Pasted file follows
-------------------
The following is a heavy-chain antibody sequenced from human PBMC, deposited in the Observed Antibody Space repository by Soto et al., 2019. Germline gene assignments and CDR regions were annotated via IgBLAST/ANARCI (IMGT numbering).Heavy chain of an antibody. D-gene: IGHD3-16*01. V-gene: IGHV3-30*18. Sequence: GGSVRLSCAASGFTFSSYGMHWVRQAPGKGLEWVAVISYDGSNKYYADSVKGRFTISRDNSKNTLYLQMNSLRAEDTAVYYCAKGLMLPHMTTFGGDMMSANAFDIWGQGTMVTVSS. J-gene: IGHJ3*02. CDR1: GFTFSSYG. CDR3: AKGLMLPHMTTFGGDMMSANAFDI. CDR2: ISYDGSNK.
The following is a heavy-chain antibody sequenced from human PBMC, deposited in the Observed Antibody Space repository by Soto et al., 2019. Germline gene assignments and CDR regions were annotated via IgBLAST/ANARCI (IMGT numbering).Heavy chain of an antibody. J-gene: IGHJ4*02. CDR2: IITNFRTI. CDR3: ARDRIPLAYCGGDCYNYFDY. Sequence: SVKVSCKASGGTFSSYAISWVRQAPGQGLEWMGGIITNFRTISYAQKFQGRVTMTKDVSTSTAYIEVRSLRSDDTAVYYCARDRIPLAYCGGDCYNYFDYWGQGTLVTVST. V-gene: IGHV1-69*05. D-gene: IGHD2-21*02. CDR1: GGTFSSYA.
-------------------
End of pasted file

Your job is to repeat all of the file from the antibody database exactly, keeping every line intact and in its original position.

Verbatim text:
The following is a heavy-chain antibody sequenced from human PBMC, deposited in the Observed Antibody Space repository by Soto et al., 2019. Germline gene assignments and CDR regions were annotated via IgBLAST/ANARCI (IMGT numbering).Heavy chain of an antibody. D-gene: IGHD3-16*01. V-gene: IGHV3-30*18. Sequence: GGSVRLSCAASGFTFSSYGMHWVRQAPGKGLEWVAVISYDGSNKYYADSVKGRFTISRDNSKNTLYLQMNSLRAEDTAVYYCAKGLMLPHMTTFGGDMMSANAFDIWGQGTMVTVSS. J-gene: IGHJ3*02. CDR1: GFTFSSYG. CDR3: AKGLMLPHMTTFGGDMMSANAFDI. CDR2: ISYDGSNK.
The following is a heavy-chain antibody sequenced from human PBMC, deposited in the Observed Antibody Space repository by Soto et al., 2019. Germline gene assignments and CDR regions were annotated via IgBLAST/ANARCI (IMGT numbering).Heavy chain of an antibody. J-gene: IGHJ4*02. CDR2: IITNFRTI. CDR3: ARDRIPLAYCGGDCYNYFDY. Sequence: SVKVSCKASGGTFSSYAISWVRQAPGQGLEWMGGIITNFRTISYAQKFQGRVTMTKDVSTSTAYIEVRSLRSDDTAVYYCARDRIPLAYCGGDCYNYFDYWGQGTLVTVST. V-gene: IGHV1-69*05. D-gene: IGHD2-21*02. CDR1: GGTFSSYA.